Butterfly effect. You’ve probably heard of the term. It refers to a mathematical theory applied to weather systems, where the slightest change of a butterfly flapping its wings in one part of the world could potentially influence a tornado developing in another. Sounds unbelievable, right?
It All Adds Up
But the theory definitely carries merit. Think about it. Wing flapping interferes with the airspace immediately surrounding the wings. When the vibe of that airspace changes, so does the airspace surrounding the first. And on and on and on, spreading across the globe. Pretty soon, you have a tornado — or a grand shift in healthcare.
Here’s a similar concept: five nines reliability. This refers to the availability and uptime for technology systems. At 99.999 percent, electricity flows into your house without blackouts or surges. Big data system hosting agreements sometimes include a “five nine” reliability service clause to specify a standard of reliability.
Now, apply the same type of math to understand impact over time. You find that the gaps of down time that emerge are larger than you might expect. However small, these gaps add up to alter its system.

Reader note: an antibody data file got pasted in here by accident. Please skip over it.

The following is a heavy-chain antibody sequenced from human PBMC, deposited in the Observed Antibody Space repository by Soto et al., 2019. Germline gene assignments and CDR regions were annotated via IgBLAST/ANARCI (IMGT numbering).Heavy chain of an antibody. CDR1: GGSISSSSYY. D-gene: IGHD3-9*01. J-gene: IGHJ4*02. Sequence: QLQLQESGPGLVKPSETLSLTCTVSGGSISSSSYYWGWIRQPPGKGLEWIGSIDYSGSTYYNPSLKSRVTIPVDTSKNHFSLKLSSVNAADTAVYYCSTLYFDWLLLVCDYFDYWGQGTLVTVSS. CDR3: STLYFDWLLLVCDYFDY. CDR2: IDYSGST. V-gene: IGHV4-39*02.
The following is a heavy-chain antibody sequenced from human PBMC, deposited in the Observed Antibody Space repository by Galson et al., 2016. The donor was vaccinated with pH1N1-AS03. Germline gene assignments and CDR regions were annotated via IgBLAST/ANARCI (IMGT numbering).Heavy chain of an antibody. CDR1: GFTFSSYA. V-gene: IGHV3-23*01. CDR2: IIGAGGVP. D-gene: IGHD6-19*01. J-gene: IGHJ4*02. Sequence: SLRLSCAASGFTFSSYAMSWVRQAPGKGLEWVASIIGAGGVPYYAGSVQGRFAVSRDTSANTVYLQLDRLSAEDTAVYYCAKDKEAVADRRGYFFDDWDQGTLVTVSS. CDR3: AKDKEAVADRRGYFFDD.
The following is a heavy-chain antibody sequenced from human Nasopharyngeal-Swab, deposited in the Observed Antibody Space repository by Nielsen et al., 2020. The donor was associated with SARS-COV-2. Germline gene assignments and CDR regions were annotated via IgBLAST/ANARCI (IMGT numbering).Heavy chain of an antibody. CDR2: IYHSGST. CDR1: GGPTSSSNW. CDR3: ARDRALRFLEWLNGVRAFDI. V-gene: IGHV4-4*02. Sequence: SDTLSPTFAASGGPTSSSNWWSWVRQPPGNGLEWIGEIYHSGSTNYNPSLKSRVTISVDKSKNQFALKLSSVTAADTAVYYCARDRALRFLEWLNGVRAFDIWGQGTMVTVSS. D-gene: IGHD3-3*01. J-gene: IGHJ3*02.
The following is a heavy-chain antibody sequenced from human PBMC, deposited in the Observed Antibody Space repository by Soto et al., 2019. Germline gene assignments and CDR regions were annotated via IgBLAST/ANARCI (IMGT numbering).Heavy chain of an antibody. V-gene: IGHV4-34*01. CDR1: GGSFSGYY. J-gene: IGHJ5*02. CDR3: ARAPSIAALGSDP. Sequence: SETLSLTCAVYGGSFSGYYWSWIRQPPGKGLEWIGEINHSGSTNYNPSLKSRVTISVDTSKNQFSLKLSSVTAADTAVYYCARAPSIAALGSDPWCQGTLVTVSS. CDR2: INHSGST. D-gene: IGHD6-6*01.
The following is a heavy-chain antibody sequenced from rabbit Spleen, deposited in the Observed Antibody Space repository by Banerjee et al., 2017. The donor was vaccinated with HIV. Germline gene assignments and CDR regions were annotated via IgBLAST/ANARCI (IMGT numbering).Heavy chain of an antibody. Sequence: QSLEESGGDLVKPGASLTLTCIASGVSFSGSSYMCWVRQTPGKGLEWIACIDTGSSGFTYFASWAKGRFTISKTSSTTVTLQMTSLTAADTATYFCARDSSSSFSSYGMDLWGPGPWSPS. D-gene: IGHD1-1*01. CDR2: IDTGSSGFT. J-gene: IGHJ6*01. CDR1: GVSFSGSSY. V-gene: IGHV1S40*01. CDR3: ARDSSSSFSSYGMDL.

The authors of Freakonomics (Levitt & Dubner 2005) and its many follow-on books apply similar analyses in their argument about societal norms: The smallest changes repeated over time build significant momentum and have massive impact on big entities.
Change Is in the Air
Whichever insect or bird has flapped its wings, we believe that a storm is gathering to impact healthcare in America, and possibly the rest of the world. The key is putting control in the hands of people and arming them with the information and tools to affect change. In this case, information and knowledge turns into confidence. Answered questions and confidence reduces anxiety. People and families become more aware of their health and manage it more effectively.
One confident person becomes 10. Ten confident people become 1000, and so on. Eventually, a trend develops. In viral-like manner, consumer adoption spreads and begins to scale. This is how networks build and disruption happens.
Envision this: 10 million people actively using one consumer-focused product to directly manage their health situations. What if even more people used it?
Large health networks and insurance companies would definitely take notice and finally shift their focus toward true customer service. Like dominoes in a line, that shift would occur with big insurance payers, health systems, outpatient clinics, and other healthcare players. In fact, our point of view is that they would gladly do so because it helps everyone involved.
The butterfly flapping its wings would influence a disruption of consumer network proportions. And people in mass would influence how their health is managed.